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Associated Press Signs of whirling disease found

SALT LAKE CITY - Signs of whirling disease have been found at the Midway fish hatchery and it will mean the loss this season of more than 300,000 catchable rainbow trout - 21 percent of the catchable fish stocked in Utah each year.

Traces of the parasitical disease were detected through new DNA testing. Standard tests continued to be negative, the state Division of Wildlife Resources said Tuesday.

It is the first time the disease has been found in a state-operated hatchery in Utah.

The affected fish were found in dirt raceways at the lowest portion of the hatchery, closest to Deer Creek Reservoir, where the parasite recently was confirmed.

It was believed the disease was introduced at the hatchery by fish-eating birds or other predators.

The state Fish Health Board agreed Monday to have 220,000 7- to 9-inch fish, which did not test positive for the disease, stocked in Jordanelle Reservoir, which also has tested positive for the parasite, said Tom Pettengill, DWR sport fisheries and aquatic education coordinator.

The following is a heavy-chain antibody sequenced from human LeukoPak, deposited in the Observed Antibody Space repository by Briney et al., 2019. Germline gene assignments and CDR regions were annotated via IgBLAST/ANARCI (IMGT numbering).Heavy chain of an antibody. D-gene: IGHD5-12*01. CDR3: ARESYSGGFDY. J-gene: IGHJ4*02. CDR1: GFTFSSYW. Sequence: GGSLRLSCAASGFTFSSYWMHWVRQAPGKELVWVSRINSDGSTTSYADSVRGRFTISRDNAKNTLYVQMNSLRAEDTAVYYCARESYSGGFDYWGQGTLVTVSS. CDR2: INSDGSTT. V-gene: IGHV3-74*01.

Another 600,000 2-inch fish will be released at the Jordanelle and Deer Creek reservoirs, but, because of their small size, only a small percentage are expected to survive and grow large enough to be caught.

Most of the catchable fish from Midway are stocked in northern, central and northeastern waters.

To lessen the impact on these waters, some of the fish that would have been stocked in southern Utah from other hatcheries will be put in the northern waters.

Whirling disease is caused by parasites that attack cartilage in the head and spine of young trout, deforming the fish. In advanced stages, the nervous system is affected and fish swim in circles. It is not harmful to humans.

The disease was first discovered in Utah in 1991 in a hatchery in Wayne County.

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